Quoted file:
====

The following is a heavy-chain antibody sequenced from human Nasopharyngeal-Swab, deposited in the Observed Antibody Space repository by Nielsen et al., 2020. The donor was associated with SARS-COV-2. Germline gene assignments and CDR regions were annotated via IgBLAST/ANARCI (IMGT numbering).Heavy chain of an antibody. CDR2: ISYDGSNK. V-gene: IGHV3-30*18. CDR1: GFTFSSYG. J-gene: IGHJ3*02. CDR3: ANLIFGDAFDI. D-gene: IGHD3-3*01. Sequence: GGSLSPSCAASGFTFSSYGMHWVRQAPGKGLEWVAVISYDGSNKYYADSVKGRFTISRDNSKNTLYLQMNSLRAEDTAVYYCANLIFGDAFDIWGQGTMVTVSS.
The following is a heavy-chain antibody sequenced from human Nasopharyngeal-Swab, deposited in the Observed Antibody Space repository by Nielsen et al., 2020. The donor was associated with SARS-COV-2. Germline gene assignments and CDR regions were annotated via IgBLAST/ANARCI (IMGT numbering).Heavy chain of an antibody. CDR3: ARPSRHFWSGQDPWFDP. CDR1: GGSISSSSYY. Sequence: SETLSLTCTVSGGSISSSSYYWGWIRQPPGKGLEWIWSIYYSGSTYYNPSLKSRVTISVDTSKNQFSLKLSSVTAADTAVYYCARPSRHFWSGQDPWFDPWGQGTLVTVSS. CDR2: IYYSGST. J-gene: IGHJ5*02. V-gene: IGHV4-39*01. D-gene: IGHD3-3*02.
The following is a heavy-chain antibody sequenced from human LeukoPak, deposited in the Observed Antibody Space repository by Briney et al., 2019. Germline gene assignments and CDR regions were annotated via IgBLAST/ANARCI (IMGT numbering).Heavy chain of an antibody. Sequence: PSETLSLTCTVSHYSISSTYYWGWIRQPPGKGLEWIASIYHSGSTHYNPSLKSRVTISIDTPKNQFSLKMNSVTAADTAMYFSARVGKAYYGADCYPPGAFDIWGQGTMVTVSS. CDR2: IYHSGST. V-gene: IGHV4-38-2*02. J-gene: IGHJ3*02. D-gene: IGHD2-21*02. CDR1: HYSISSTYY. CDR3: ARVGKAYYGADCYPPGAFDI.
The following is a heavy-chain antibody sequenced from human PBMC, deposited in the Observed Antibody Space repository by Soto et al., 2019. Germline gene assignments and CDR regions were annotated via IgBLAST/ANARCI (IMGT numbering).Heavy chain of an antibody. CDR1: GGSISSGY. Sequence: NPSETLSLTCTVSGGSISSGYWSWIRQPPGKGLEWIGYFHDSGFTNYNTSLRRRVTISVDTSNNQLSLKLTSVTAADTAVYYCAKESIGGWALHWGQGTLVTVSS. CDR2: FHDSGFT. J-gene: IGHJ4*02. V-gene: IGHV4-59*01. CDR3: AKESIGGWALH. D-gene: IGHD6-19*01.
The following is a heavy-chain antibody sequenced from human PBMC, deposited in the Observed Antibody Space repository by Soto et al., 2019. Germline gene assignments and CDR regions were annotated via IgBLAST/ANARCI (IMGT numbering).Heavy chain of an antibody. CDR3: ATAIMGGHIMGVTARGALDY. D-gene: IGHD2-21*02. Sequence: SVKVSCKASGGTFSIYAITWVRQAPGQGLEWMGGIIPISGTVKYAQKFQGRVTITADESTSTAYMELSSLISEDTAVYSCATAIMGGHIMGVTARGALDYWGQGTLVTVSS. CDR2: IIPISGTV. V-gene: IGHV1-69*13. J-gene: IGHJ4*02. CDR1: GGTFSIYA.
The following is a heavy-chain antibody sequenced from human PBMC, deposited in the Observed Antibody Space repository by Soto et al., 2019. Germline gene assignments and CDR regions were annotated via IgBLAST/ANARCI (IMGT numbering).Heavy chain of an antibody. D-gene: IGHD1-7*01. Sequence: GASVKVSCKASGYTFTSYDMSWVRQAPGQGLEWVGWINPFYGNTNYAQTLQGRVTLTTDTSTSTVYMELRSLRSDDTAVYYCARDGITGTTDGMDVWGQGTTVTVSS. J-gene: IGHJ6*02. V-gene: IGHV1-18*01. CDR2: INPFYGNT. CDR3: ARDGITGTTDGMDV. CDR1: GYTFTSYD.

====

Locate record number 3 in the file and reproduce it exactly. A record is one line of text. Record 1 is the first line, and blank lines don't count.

The following is a heavy-chain antibody sequenced from human LeukoPak, deposited in the Observed Antibody Space repository by Briney et al., 2019. Germline gene assignments and CDR regions were annotated via IgBLAST/ANARCI (IMGT numbering).Heavy chain of an antibody. Sequence: PSETLSLTCTVSHYSISSTYYWGWIRQPPGKGLEWIASIYHSGSTHYNPSLKSRVTISIDTPKNQFSLKMNSVTAADTAMYFSARVGKAYYGADCYPPGAFDIWGQGTMVTVSS. CDR2: IYHSGST. V-gene: IGHV4-38-2*02. J-gene: IGHJ3*02. D-gene: IGHD2-21*02. CDR1: HYSISSTYY. CDR3: ARVGKAYYGADCYPPGAFDI.